More MS news articles for Jan 2002

DHEA Suppresses Experimental Multiple Sclerosis

NEW YORK (Reuters Health) Jan 02 - In mice, the administration of exogenous dehydroepiandrosterone (DHEA) inhibited Th1-mediated inflammatory responses and prevented the development of experimental allergic encephalomyelitis (EAE), an animal model of multiple sclerosis (MS).

A trio of researchers led by Dr. Caigan Du of Vanderbilt University Medical Center in Nashville reports the finding in the December 15th issue of the Journal of Immunology.

In in vitro experiments, the investigators found that the addition of DHEA to cultured splenocytes primed with myelin basic protein led to a "significant" decrease in T cell proliferation and secretion of nitric oxide and the pro-inflammatory cytokines interferon-gamma, interleukin-12, p40, and tumor necrosis factor-alpha.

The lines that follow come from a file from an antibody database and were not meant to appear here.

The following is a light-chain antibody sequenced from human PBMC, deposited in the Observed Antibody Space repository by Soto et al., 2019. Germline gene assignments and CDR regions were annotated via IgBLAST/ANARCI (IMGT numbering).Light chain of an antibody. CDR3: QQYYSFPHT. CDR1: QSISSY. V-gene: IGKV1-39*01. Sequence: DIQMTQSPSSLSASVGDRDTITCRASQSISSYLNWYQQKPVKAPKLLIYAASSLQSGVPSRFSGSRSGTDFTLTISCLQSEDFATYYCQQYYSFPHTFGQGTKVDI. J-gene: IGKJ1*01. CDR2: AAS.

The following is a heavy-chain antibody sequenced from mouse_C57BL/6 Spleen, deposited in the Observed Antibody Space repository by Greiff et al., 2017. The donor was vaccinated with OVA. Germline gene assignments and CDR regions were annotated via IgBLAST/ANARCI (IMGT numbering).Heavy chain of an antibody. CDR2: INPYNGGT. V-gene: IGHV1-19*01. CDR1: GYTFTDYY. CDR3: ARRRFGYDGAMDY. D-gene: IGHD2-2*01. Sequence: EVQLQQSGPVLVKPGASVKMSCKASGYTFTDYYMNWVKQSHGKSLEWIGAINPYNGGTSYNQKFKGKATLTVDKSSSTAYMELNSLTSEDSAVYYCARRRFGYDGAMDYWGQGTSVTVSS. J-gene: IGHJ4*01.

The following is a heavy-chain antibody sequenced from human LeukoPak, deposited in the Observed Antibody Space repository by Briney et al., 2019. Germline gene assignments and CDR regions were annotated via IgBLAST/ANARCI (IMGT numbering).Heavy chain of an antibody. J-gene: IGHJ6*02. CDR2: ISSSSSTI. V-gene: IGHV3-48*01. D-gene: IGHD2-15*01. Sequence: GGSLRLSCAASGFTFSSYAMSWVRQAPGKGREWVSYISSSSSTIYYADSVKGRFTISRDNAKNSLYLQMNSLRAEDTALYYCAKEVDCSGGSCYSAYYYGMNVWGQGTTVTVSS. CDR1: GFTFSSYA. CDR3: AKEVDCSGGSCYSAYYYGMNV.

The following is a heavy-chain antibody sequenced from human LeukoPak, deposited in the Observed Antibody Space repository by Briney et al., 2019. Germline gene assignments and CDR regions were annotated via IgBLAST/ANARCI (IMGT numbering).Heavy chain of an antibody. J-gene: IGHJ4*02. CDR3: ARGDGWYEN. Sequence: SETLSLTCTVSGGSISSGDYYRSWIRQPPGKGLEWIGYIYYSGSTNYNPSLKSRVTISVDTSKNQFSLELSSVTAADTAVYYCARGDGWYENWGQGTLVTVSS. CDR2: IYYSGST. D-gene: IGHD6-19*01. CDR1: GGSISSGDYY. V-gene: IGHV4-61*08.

These effects were associated with a decrease in activation and translocation of the NF-kappa-B nuclear transcriptional factor, required elements for the expression of several pro-inflammatory cytokines.

In vivo administration of DHEA had similar effects, leading to a marked reduction in the severity and incidence of acute EAE, "along with a decrease in demyelination/inflammation and expressions of pro-inflammatory cytokines in the CNS."

These findings, Dr. Du and colleagues conclude, show that DHEA has potent anti-inflammatory effects, mediated in part by its ability to inhibit NF-kappa-B activation. "Because DHEA does not possess the undesirable side effects of glucocorticoids, it has the potential to be applied to the treatment of chronic inflammatory diseases in the CNS such as MS," they add.

J Immunol 2001;167:7094-7101.

Copyright © 2001 Reuters Ltd